The investigation of developmental reading and spelling disorders within the framework provided by cognitive neuropsychology has yielded interesting results for several alphabetic orthographies, for example English, Italian, and French. However, this approach has not attracted much attention in German speaking countries up to now. The following study, carried out with 35 German dysgraphic 3rd graders provides evidence that there is no less reason to apply this line of research to German children than to children acquiring other alphabetic orthographies. By evaluating the individual scores of the dysgraphic children on spelling nonwords and orthographically irregular or inconsistent words against the corresponding mean scores established for two non-dysgraphic control samples (grade-matched and 2nd grade), nine children could be assigned to the surface dysgraphic and 12 to the phonological dysgraphic subtype. In order to restrict the range of cognitive deficits which might have caused the spelling patterns of the two dysgraphic subgroups at more distal links of the causal chain, individual performance profiles were determined for several spelling-related phonological and visual-graphemic tasks. On average, the phonological dysgraphic children showed poorer performance in different phonological tasks than the children assigned to the surface subtype. In addition, both subgroups showed subnormal skills in visual-graphemic tasks. Dissociations between the different spelling related tasks were observed not only between but also within the subgroups. This may reflect individually varying cognitive processing deficits underlying developmental dysgraphia in German.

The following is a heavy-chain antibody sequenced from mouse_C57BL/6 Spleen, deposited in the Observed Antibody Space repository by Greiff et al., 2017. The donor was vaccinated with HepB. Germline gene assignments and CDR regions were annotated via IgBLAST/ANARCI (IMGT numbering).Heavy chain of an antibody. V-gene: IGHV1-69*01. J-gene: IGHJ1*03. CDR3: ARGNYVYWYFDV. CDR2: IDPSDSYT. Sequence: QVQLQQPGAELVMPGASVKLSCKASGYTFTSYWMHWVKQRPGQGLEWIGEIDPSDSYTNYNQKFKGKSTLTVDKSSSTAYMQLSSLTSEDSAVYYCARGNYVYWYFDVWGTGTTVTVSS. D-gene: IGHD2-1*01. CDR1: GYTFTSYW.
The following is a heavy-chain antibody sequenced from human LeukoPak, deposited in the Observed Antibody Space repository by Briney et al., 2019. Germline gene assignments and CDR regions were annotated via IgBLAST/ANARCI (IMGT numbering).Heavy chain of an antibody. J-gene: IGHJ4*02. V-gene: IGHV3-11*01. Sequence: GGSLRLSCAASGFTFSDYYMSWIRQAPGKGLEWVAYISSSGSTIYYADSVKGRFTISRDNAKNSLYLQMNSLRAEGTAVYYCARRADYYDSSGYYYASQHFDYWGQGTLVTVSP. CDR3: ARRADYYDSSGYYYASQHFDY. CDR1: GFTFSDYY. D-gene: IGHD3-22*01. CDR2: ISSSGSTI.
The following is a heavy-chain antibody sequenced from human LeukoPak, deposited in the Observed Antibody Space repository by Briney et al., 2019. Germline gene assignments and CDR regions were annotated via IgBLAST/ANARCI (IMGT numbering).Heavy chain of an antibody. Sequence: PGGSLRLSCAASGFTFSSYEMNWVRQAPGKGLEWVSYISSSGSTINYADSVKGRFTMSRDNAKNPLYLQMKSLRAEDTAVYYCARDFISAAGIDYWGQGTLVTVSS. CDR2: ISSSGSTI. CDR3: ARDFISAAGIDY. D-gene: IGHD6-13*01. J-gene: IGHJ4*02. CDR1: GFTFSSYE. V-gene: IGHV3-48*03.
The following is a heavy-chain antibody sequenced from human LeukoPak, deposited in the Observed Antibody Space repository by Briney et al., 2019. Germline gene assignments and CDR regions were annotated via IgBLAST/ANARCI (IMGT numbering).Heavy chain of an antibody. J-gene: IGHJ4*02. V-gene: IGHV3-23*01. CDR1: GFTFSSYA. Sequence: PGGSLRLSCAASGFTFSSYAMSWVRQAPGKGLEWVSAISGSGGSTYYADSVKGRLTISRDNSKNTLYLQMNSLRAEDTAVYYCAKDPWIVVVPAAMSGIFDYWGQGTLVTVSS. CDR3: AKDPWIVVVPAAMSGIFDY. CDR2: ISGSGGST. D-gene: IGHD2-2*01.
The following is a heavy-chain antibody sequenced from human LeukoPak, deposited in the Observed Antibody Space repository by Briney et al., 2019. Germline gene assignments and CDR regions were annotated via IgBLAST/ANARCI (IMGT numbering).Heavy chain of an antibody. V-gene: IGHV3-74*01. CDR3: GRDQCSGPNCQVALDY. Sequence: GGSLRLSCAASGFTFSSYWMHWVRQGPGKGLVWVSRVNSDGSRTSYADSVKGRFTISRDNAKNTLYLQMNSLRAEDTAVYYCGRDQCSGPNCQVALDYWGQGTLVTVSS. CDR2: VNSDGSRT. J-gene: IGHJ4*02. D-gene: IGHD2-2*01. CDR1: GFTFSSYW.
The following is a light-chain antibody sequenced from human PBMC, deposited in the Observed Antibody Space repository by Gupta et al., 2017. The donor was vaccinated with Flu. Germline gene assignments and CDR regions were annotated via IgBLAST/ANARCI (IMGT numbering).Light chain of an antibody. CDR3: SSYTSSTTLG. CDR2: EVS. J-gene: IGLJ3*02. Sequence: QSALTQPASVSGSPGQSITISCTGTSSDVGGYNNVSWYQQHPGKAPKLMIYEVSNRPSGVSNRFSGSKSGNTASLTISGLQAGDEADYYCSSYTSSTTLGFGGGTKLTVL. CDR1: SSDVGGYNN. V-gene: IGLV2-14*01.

Reading and Writing – Springer Journals
Published: Dec 18, 2008
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